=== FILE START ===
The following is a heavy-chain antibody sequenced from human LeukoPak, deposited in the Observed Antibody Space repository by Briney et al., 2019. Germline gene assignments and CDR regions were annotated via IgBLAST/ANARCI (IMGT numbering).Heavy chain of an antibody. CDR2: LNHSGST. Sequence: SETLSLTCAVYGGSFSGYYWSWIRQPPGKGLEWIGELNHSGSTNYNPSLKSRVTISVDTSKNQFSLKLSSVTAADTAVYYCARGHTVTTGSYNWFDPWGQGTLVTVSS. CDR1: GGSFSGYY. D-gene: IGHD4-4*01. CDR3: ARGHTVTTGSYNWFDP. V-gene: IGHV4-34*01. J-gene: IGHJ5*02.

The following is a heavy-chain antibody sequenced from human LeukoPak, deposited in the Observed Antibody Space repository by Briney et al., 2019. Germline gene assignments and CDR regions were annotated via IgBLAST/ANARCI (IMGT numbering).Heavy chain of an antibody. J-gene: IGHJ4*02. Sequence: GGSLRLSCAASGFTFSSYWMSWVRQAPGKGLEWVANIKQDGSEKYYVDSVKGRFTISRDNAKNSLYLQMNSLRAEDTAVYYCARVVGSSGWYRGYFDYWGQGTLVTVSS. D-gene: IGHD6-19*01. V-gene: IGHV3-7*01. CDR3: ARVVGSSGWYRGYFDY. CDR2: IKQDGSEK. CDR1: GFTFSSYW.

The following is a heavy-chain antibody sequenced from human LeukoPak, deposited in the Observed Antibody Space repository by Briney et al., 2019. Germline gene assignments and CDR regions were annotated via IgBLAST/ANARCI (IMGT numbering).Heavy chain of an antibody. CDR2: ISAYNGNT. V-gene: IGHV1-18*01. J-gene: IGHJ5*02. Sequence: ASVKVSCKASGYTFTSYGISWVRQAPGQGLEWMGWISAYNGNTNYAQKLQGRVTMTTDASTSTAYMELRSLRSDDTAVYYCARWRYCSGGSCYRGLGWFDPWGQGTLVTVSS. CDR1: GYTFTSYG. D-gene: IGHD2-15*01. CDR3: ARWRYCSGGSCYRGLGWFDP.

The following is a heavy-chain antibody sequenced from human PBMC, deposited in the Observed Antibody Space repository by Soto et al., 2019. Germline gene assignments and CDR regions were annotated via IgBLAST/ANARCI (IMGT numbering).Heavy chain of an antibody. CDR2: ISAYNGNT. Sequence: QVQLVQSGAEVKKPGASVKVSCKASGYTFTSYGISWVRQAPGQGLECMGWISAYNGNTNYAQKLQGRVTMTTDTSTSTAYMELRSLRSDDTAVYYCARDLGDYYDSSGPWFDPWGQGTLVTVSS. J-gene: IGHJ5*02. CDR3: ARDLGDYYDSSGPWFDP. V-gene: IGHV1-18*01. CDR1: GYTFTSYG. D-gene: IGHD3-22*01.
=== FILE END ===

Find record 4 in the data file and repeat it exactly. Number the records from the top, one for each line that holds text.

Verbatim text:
The following is a heavy-chain antibody sequenced from human PBMC, deposited in the Observed Antibody Space repository by Soto et al., 2019. Germline gene assignments and CDR regions were annotated via IgBLAST/ANARCI (IMGT numbering).Heavy chain of an antibody. CDR2: ISAYNGNT. Sequence: QVQLVQSGAEVKKPGASVKVSCKASGYTFTSYGISWVRQAPGQGLECMGWISAYNGNTNYAQKLQGRVTMTTDTSTSTAYMELRSLRSDDTAVYYCARDLGDYYDSSGPWFDPWGQGTLVTVSS. J-gene: IGHJ5*02. CDR3: ARDLGDYYDSSGPWFDP. V-gene: IGHV1-18*01. CDR1: GYTFTSYG. D-gene: IGHD3-22*01.